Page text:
Joining the state legislature for the first time can be a lot like going off to college. There are orientations, new people to meet, room and board to sort out — comedians might say the jokes practically write themselves.
But for freshmen state legislators, just getting ready to do the work they were elected to do can be a full-time job, with a real cost.
"Don't expect to get paid for a month, is what they keep telling me," said Missouri Rep.-elect Matt Sain, referring to advice he's getting from more experienced lawmakers.
The job has yet to begin. The Missouri General Assembly starts work on Jan. 9; the Kansas Legislature on Jan. 14.
"How do you properly equip yourself, when you didn't know about that until you got elected?" asked Sain, a Democrat who upset incumbent Republican Rep. Kevin Corlew in the midterm election. He will soon represent Missouri's 14th House District.
The mostly hypothetical question harkens back to recent headlines about U.S. Rep.-elect Alexandria Ocasio-Cortez struggling to afford the move to Washington, and resonates with Xu, a Democrat who beat Republican Rep. Melissa Rooker in Kansas House District 25.
"There's a reason that our (Kansas) legislatures have looked the way that they have historically: retired or independently wealthy," Xu said.
Kansas state legislators are paid $88.66 per day they are in session.
"I think in Kansas that's roughly about $18,000 a year to work, so that's a pretty significant pay cut," said Xu, who works as a marketing analyst for the nonprofit Children International in Kansas City, Missouri.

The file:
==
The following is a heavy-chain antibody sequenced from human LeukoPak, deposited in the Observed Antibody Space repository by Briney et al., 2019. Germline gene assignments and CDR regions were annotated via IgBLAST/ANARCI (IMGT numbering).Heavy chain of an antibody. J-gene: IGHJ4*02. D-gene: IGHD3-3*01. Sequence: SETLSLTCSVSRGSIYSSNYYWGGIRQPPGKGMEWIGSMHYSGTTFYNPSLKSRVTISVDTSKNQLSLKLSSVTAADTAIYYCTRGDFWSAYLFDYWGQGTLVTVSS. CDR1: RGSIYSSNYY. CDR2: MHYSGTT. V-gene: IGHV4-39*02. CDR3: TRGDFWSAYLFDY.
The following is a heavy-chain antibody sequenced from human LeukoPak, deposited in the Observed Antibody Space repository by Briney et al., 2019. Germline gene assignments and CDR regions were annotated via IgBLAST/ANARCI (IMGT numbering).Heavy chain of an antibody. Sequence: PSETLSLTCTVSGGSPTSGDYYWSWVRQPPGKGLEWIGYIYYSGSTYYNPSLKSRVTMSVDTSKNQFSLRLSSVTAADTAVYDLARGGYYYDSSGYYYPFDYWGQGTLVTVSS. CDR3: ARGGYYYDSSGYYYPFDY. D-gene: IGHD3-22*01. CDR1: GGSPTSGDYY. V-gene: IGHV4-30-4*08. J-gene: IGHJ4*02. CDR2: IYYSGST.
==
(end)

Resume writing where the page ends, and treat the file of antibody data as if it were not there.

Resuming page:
Missouri representatives pull in about $36,000 a year, so financial issues may be less acute. Still, the off-and-on-again legislative session schedule can be a challenge for many lawmakers who hold other jobs.
"Your work has to be very flexible with you," said Sain, a clerk for the law firm Bautista LeRoy. "That's another drawback (and) why people don't run: They don't want to lose their job, or they don't want to switch career fields so they can be in session for six months and do something else for six months."
This year state lawmakers will meet in Jefferson City from January until May. In Topeka, lawmakers stay until June. Both state legislatures have in recent years also convened for special sessions after regular schedules have ended.
"The structures in place aren't there for normal people to be in the legislature," Xu said. But he's hopeful that can change.
"I think part of the solution is normalizing running for office for normal folk," he said.
For Xu, municipal elections in 2019 are yet another opportunity to tip the balance of power toward the common man.
"I think we should see a lot younger, more normal folk running for that, than the traditional 'qualified folks,'" said Xu.
Listen to Sain and Xu's entire conversation with Steve Kraske here.